CYP17A1

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CYP17A1
3ruk.png
Available structures
PDB Ortholog search: PDBe RCSB
Identifiers
Aliases CYP17A1, CPT7, CYP17, P450C17, S17AH, cytochrome P450 family 17 subfamily A member 1
External IDs OMIM: 609300 MGI: 88586 HomoloGene: 73875 GeneCards: 1586
RNA expression pattern
PBB GE CYP17A1 205502 at tn.png
More reference expression data
Orthologs
Species Human Mouse
Entrez
Ensembl
UniProt
RefSeq (mRNA)

NM_000102

NM_007809

RefSeq (protein)

NP_000093.1

NP_031835.3

Location (UCSC) Chr 10: 102.83 – 102.84 Mb Chr 19: 46.67 – 46.67 Mb
PubMed search [1] [2]
Wikidata
View/Edit Human View/Edit Mouse

Cytochrome P450 17A1, also called steroid 17-alpha-monooxygenase, 17α-hydroxylase, 17,20 lyase, or 17,20 desmolase, is an enzyme of the hydroxylase type that in humans is encoded by the CYP17A1 gene. It is found in the zona reticularis of the adrenal cortex and zona fasciculata as well as gonadal tissues. This gene encodes a member of the cytochrome P450 superfamily of enzymes. The cytochrome P450 proteins are generally regarded as monooxygenases that catalyze many reactions involved in drug metabolism and synthesis of cholesterol, steroids, and other lipids, including the remarkable carbon-carbon bond scission catalyzed by this enzyme. This protein localizes to the endoplasmic reticulum. It has both 17alpha-hydroxylase and 17,20-lyase activities, and is a key enzyme in the steroidogenic pathway that produces progestins, mineralocorticoids, glucocorticoids, androgens, and estrogens.

More specifically, CYP17A1 acts upon pregnenolone and progesterone to add a hydroxyl (-OH) group at carbon 17 of the steroid D ring (the hydroxylase activity), or acts upon 17-hydroxyprogesterone and 17-hydroxypregnenolone to split the side-chain off the steroid nucleus (the lyase activity).[1]

Clinical significance[edit]

Mutations in this gene are associated with rare forms of congenital adrenal hyperplasia, specifically 17 alpha-hydroxylase deficiency/17,20-lyase deficiency and isolated 17,20-lyase deficiency.[2]

As a drug target[edit]

CYP17 inhibitors[edit]

The drug abiraterone, which is used to treat castration-resistant prostate cancer, blocks the biosynthesis of androgens by inhibiting the CYP17A1 enzyme. Abiraterone binds in the active site of the enzyme and coordinates the heme iron through its pyridine nitrogen, mimicking the subtrate.[3]

Since 2014, galeterone has been in phase III clinical trials for castration-resistant prostate cancer.[4]

Steroidogenesis[edit]

17α-hydroxylase converts pregnenolone and progesterone to their 17-hydroxy forms, and converts 17-hydroxypregnenolone and 17-hydroxyprogesterone to DHEA and androstenedione, respectively. It corresponds to the downward arrows in this reaction scheme.
Steroidogenesis, showing, at left side, both reactions of 17-alpha hydroxylase, and both actions of 17, 20 lyase.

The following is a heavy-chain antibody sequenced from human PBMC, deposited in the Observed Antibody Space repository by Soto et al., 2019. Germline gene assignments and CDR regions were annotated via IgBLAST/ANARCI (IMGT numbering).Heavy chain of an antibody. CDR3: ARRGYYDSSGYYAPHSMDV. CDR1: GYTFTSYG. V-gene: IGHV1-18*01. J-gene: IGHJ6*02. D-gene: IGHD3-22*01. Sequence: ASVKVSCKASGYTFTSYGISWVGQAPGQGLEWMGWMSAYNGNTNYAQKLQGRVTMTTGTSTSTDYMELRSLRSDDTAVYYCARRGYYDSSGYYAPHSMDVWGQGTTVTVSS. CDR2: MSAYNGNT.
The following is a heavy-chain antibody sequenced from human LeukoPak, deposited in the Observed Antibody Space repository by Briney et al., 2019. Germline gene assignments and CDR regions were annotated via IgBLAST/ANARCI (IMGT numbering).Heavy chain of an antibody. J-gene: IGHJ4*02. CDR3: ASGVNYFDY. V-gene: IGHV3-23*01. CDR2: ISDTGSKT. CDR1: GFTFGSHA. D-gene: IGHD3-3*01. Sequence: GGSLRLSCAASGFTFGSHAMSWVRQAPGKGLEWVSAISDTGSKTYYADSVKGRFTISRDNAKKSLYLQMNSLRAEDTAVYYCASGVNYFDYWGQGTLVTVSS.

Additional images[edit]

See also[edit]

References[edit]

  1. ^ Boulpaep EL; Boron, WF (2005). Medical physiology: a cellular and molecular approach. St. Louis, Mo: Elsevier Saunders. p. 1180. ISBN 1-4160-2328-3. 
  2. ^ "Entrez Gene: CYP17A1 cytochrome P450, family 17, subfamily A, polypeptide 1". 
  3. ^ PDB: 3ruk​; DeVore NM, Scott EE (Feb 2012). "Structures of cytochrome P450 17A1 with prostate cancer drugs abiraterone and TOK-001". Nature 482 (7383): 116–9. doi:10.1038/nature10743. PMC 3271139. PMID 22266943. 
  4. ^ "Tokai Pharmaceuticals' Reformulated Galeterone Demonstrates Robust PSA Reductions in Advanced Prostate Cancer Patients" (Press release). Tokai Pharmaceuticals. January 29, 2014. 

Further reading[edit]

  • Miura K, Yasuda K, Yanase T, Yamakita N, Sasano H, Nawata H, Inoue M, Fukaya T, Shizuta Y (October 1996). "Mutation of cytochrome P-45017 alpha gene (CYP17) in a Japanese patient previously reported as having glucocorticoid-responsive hyperaldosteronism: with a review of Japanese patients with mutations of CYP17". The Journal of Clinical Endocrinology and Metabolism 81 (10): 3797–801. doi:10.1210/jcem.81.10.8855840. PMID 8855840. 
  • Miller WL, Geller DH, Auchus RJ (1999). "The molecular basis of isolated 17,20 lyase deficiency". Endocrine Research 24 (3-4): 817–25. doi:10.3109/07435809809032692. PMID 9888582. 
  • Strauss JF (November 2003). "Some new thoughts on the pathophysiology and genetics of polycystic ovary syndrome". Annals of the New York Academy of Sciences 997: 42–8. doi:10.1196/annals.1290.005. PMID 14644808. 
  • Haider SM, Patel JS, Poojari CS, Neidle S (July 2010). "Molecular modeling on inhibitor complexes and active-site dynamics of cytochrome P450 C17, a target for prostate cancer therapy". Journal of Molecular Biology 400 (5): 1078–098. doi:10.1016/j.jmb.2010.05.069. PMID 20595043. 

External links[edit]